Friday, February 17, 2017

I started working on this article about John Mullan in May 2015. At the time, it was a shitty little piece written by someone else that had almost nothing about Mullan's explorations, his war record, or his businesses. I mean, NOTHING. It didn't mention his wife or children, and left the impression his only offspring was a bastard one-quarter Native child.

I did a fair amount of work from May 28 to July 8, and then set it aside. I needed to do more research. Then I hurt my back, and writing was hard for six weeks. By the time I turned my attention to the article again, it was January 17. I worked almost every day on it until February 15, when I finished.

Mullan is one of the most important explorers of Montana history. He's integral to the history of the state of Idaho, and was the largest land speculator in California at one time.
  • He brokered peace in the war between the Piegan Blackfeet and Salish (Flatheads).
  • He was the first white man to extensively explore Montana's Bitterroot Valley.
  • He discovered a little-known pass at the extreme head of the Little Blackfoot River, about 8 to 9 miles northwest of modern-day Basin, Montana. (These headwaters are near Thunderbolt Mountain, and the Loop Trail comes within 500 feet (150 m) of the Little Blackfoot.)
  • He discovered Hell Gate Pass, a little-known pass on the Ontario Creek Road/Telegraph Creek Road/Little Blackfoot Creek Road leading southwest from Elliston, Montana.
  • He discovered Mullan Pass, the first pass through the Rocky Mountains with an easy grade.
  • He was the first white man to extensively explore the Flathead Valley.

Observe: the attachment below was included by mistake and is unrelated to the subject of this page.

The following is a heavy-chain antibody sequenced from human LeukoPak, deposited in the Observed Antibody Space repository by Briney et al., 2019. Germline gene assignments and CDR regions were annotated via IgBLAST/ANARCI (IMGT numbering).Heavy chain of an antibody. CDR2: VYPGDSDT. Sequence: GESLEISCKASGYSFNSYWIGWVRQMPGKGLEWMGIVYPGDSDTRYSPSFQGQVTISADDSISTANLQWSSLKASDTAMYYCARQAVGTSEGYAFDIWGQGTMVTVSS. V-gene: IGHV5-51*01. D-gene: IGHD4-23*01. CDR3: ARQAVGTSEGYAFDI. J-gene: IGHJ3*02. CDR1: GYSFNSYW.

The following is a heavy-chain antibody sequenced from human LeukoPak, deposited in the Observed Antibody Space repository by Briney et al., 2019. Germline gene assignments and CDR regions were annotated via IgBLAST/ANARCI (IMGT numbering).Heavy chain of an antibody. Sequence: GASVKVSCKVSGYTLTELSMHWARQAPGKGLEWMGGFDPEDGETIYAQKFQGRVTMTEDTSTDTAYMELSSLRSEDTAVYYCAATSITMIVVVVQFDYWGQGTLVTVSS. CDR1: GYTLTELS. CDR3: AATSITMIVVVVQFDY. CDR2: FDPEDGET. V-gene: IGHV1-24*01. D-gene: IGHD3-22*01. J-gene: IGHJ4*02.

• He participated in the Coeur d'Alene War, including the Battle of Four Lakes (where he led a successful cavalry charge) and the Battle of Spokane Plains.
  • He constructed the Mullan Road, the first road from eastern Montana to eastern Washington.
  • He drew the border of the Idaho Territory and Washington Territory. Mullan wanted Washington to include present-day Washington, the Idaho panhandle, and western Montana. He chose the name "Montana" to represent what is now southern Idaho, Wyoming, and eastern Montana. Although Congress threw out his map, the boundaries chosen for Washington, Idaho, Montana, and Wyoming were a direct result of Mullan's proposal. The state of Montana owes its name to Mullan.
  • He was the largest California land speculator in history. And he was the most nefarious: His land dealings were highly unethical, even illega. He got out of the business just in time; his partner later spent two years in a federal prison.
  • He successfully lobbied the federal government to reimburse the states of California, Nevada, and Oregon, and the Washington Territory, for hundreds of millions of dollars. Although Mullan was supposed to get 20 percent of this as a fee, all four entities broke the deal and stripped him of his income.
  • He led the Bureau of Catholic Indian Missions from 1883 to 1887. He was the bureau's second commissioner, tripled the number of Catholic missions serving Native Americans, and got the federal government to quadruple its spending on Native American students.

He died penniless and ill in Washington, D.C. As a 33-year-old, he'd built the first road in Montana, Idaho, and Washington. As a 78-year-old, he watched the Wright Brothers fly an airplane around Fort Myer in Arlington County, Virginia.

The Mullan Road is today recognized as a National Historic Engineering Landmark.

No comments:

Post a Comment